Nostalgia in Game World

Nostalgia. The phrase evokes a joyful familiarity felt when doing something in the present that we enjoyed doing in the past. Gaming is no exception. Everyone has games that bring back memories of what we now consider to be better times. Hindsight, like the snob who points out what you could have done, reminds us that our upbringing was not as horrible as we believed. As adults, we understand how the world works.

We never had a firm grasp on the world when we were young. In retrospect, earlier days were better, safer, and less confusing. Games that evoke nostalgia transport us back to our childhood. It gives us a sense of safety, security, and protection. Humans have an innate desire for safety and protection. Especially the grownups, because we know how rapidly the world can change from good to bad in an instant. As gamers, we look for safety and security in our games.

Like most gamers my age, I began gaming when I was very young. I spent my childhood playing Super Nintendo and Nintendo 64 with my mother and sister. We played Super Mario, Kirby, and Mario Cart, among other games. Zelda was probably the most popular game we played. My mother has difficulty with fast-paced games such as Call of Duty and other highly graphic games. So we played Super Nintendo and had a great time! We beat Zelda on the Super Nintendo several times. I say “we,” but it was my mother who was playing, not my sister or myself.

I’m getting nostalgic just thinking about it while writing this. We kept getting close to the conclusion and then the game wiped our save, so we had to restart about three times. It was a happy time. That occurred when I was about six, seven, or eight years old. It was a long time ago. Nostalgia provides us with optimism for the future. It implies that if good times have occurred in the past, then more good times will occur in the future.

Later, I began gaming on my own. It’s difficult to remember which game followed next in chronological sequence, but they all shared a common theme: single-player strategy. A broad gaming descriptor that can encompass a wide range of games. Pharaoh and Cleopatra, Age of Empires II, and, of course, Sid Meier’s Civilization III are examples of such games. I was not allowed to play shooters since they contained foul language, so I was limited to single-player games.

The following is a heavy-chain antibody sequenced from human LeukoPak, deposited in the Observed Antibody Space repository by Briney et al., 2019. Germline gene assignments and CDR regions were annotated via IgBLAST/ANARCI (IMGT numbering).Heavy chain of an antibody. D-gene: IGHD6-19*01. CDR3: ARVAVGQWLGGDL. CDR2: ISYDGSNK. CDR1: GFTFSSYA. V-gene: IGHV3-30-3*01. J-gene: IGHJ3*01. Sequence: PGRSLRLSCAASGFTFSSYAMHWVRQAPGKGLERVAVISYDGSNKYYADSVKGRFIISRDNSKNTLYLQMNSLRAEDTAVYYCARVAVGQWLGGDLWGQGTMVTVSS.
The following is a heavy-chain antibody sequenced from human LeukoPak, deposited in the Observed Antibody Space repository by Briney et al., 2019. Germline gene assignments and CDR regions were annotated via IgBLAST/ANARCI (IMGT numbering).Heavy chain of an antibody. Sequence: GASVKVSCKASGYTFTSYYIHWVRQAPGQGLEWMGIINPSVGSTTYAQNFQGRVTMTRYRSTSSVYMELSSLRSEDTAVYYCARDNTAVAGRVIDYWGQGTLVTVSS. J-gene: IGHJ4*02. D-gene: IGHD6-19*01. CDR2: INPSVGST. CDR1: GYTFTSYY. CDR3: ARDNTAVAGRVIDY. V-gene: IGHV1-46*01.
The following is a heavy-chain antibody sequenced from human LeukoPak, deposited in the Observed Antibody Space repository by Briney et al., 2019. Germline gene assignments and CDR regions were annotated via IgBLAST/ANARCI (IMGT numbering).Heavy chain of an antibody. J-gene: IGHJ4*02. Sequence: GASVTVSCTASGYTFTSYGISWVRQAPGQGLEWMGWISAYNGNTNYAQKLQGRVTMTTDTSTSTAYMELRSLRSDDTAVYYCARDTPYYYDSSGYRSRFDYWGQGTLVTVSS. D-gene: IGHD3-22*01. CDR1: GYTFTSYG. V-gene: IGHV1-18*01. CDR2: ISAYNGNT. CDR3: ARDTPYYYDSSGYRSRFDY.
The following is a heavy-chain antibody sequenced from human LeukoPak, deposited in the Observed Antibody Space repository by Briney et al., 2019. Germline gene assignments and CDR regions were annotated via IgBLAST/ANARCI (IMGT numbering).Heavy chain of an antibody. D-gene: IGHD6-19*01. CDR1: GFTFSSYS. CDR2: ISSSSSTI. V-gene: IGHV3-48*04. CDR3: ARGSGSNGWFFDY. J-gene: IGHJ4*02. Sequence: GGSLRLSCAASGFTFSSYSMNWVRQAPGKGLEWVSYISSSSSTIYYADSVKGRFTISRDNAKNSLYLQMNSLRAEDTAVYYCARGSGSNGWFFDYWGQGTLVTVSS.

My parents were really protective of me, and games were not as common twenty years ago as they are now. Pharaoh is a city builder who transports you to ancient Egypt. The purpose of the game was to develop amazing cities with the resources at your disposal, which was a difficult task for an eleven-year-old. Age of Empires II is a real-time strategy game that differs greatly from Pharaoh. To defeat AI or other players, you must balance resource collecting and unit production. Civ III was arguably my favorite game as a kid. I still play Pharaoh and Age of Empires II to this day.

Just for a second, consider what nostalgia is. It’s a memory-related feeling. A recollection of “better days” that may or may not be true. Games that bring up memories from a long time ago may no longer be enjoyable. Civ III, which I played for hundreds of hours when I was younger, is no longer as enjoyable now that I am older, thus I don’t play it as much. Sometimes nostalgia is deceptive.

To summarize, nostalgia in games is a positive thing. It permits us to experience portions of our childhood that we would otherwise have no reason to recall from the depths of our minds. Many people believe that video games cause anti-social conduct, aggression, and a reduction in academic performance. We learn about the world through video games. When you play multiplayer in any game, you will almost always come across folks who are simply toxic. It prepares us for the worst that society has to offer.

Humans are violent creatures. Cain killed Abel in Genesis, which was the first murder. I’m quite sure there were no video games back then. As a result, this point will always be moot. The only statement that makes logic is the decline in school grades. It takes a lot of self-control to choose schoolwork over video games.

This discipline helps to build character. So, the next time you feel a wave of nostalgia coming on, take a moment to stop and smell the roses. Bask in ideas of better days and the hope that better times are still ahead, regardless of what the world says you now. This is what we learn through video game nostalgia.